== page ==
Karen Webber-Ndour, Executive Director
· Positive relationships are critical to creating a positive school climate
· 3 types of relationships contribute to the process:
1. Adult-to-Adult Relationships
- Adults should model positive behaviors and interactions to intentionally create positive schools climates
2. Adult-to-Student Relationships
- Students are more likely to attend school when they have positive relationships with a caring adult at school
3. Student-to-Student Relationships
- Positive peer relationships allow for students to feel emotionally and physically safe and, thereby, create a strong peer community within the school
2. Teaching & Learning
· Engaging instruction is at the core of a positive classroom environment
· The inclusion of hands-on student-centered learning helps with student engagement
· Teachers should provide ample supports and opportunities for student success
· Welcoming, well-lit, and clutter free environments that highlight student achievement show an investment in the school and its students
· All buildings can be clean and well-maintained
· A primary goal of school climate is that students and adults feel physically, mentally, and emotionally safe
· School Police and other security personnel should be fully embedded in the school community and actively participating in building a positive school climate.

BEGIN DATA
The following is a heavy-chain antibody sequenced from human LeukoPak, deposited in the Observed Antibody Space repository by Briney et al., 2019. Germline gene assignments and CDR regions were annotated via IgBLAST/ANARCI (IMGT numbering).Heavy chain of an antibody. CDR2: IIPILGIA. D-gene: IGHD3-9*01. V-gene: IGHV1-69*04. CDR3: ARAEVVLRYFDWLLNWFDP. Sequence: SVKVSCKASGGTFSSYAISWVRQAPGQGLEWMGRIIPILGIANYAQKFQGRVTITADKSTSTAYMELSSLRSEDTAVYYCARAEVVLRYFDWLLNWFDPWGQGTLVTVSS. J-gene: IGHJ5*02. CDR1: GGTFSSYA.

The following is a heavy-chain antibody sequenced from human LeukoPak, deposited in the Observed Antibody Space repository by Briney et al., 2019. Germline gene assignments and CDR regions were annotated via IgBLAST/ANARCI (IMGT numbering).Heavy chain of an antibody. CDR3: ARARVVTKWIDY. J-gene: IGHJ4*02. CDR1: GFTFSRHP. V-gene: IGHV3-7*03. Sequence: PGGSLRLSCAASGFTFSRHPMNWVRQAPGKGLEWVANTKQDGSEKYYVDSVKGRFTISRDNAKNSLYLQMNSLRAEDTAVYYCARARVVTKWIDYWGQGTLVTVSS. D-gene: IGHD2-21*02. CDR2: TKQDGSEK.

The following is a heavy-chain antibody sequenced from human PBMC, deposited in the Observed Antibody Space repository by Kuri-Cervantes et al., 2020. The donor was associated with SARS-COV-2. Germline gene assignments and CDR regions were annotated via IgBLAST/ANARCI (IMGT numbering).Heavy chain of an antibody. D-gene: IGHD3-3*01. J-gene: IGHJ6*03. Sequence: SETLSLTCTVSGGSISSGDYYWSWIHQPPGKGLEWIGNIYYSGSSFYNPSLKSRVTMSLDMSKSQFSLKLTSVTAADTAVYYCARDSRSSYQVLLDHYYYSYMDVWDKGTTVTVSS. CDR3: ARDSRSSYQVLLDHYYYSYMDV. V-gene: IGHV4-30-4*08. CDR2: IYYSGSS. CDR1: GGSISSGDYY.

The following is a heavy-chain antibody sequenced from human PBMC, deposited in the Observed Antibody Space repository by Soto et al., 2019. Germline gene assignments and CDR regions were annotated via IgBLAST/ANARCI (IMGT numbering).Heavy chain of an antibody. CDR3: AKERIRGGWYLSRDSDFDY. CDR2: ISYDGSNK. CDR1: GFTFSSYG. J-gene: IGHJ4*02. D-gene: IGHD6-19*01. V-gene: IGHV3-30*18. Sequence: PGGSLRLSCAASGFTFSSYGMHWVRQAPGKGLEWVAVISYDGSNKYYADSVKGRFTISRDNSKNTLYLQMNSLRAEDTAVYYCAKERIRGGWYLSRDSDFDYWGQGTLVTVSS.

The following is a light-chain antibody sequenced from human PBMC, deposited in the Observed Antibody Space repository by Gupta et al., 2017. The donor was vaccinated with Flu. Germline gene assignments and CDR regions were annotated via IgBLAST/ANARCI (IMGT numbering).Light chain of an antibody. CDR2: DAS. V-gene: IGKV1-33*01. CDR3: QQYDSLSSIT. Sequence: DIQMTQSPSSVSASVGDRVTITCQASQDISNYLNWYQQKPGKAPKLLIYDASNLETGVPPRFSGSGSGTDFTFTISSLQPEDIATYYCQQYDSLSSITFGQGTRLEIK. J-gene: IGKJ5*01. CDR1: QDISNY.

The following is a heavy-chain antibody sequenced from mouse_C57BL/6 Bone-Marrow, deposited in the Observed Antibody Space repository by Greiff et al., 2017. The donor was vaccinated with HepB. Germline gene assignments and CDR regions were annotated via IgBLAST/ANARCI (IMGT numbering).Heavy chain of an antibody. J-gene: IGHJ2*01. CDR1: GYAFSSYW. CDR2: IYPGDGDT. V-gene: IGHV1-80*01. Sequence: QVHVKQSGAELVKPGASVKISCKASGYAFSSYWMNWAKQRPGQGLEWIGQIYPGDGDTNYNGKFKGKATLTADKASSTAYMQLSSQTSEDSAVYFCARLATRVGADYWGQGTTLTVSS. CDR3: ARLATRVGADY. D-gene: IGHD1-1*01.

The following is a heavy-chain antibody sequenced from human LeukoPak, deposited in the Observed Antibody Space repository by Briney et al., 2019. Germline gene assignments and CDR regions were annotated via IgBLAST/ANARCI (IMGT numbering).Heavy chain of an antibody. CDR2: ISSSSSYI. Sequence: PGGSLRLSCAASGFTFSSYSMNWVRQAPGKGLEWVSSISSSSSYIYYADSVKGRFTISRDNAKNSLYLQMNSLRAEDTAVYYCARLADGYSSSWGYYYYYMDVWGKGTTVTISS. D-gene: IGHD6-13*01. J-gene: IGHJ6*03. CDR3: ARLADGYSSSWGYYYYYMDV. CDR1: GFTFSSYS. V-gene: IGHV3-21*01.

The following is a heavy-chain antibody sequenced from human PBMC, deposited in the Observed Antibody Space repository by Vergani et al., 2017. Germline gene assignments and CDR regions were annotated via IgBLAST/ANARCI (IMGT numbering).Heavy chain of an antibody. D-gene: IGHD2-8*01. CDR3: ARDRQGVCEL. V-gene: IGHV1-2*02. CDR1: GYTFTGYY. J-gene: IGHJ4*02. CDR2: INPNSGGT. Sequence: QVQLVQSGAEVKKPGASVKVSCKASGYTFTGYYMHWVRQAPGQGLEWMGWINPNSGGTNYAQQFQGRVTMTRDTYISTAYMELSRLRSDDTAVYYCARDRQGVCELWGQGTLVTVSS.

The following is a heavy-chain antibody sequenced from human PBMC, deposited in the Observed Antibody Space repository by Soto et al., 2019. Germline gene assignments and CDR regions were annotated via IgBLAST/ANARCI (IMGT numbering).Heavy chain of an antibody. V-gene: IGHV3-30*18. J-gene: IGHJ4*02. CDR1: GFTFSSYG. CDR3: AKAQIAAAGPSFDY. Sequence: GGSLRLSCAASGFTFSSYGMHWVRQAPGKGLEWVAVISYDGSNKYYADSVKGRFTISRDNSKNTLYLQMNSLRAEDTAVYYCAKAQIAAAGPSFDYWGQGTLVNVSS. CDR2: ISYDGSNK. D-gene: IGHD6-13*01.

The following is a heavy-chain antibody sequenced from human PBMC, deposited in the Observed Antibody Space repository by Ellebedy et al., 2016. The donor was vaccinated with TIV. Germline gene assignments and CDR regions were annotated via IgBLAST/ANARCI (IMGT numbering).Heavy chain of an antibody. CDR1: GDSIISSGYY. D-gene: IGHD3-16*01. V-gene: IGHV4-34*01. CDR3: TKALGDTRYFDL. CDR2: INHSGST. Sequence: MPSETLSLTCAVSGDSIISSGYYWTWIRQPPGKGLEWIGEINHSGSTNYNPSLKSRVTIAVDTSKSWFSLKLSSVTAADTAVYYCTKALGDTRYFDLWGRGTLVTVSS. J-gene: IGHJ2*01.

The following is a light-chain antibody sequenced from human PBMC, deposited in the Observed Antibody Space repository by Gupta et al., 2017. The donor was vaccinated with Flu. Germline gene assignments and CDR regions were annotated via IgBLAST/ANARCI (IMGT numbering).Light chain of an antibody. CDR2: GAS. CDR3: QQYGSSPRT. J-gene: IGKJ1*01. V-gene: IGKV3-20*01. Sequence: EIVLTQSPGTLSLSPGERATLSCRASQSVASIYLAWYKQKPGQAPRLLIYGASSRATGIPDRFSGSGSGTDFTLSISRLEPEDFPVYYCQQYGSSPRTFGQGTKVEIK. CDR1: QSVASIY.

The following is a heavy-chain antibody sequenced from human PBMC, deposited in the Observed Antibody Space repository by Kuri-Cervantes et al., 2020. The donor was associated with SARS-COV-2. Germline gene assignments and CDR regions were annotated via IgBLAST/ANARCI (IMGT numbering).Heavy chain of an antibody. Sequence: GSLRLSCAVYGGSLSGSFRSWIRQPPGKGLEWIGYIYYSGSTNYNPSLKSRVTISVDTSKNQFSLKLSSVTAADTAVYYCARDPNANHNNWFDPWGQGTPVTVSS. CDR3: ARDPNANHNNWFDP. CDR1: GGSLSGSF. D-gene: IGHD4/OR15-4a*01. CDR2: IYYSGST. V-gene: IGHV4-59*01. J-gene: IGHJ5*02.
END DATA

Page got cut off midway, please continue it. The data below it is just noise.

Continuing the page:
Climate Report: Quantifying school climate can be difficult but certain data points and surveys can help paint a picture. The Office of Student Support and Safety routinely disseminates school-level Climate Reports showing comparisons across two years of:
· Suspensions – cut in a variety of ways
· Chronic absence
These reports take a snapshot of the school based on the same number of school days for this year and last year.
· School Entrance
· Physical Environment
· Other Aspects of the School Environment
The elements in a school related to relationships, teaching and learning, physical environment and school safety. Each of these components is critical to building a positive school climate.
We learned that City Schools’ students who are chronically absent score lower on standardized tests than their peers who attend regularly. We also learned that students who were suspended even once in an academic year perform substantially below those students who were not suspended. Further, students who were suspended two or more times performed below even those students who were chronically absent (defined as missing more than 20 days in a school year). After reviewing these and other school specific data, thoughtful school climate plans were drafted within individual school climate teams. The solid drop in the number of out of school suspensions district-wide were even lower in the schools that participated in school climate training.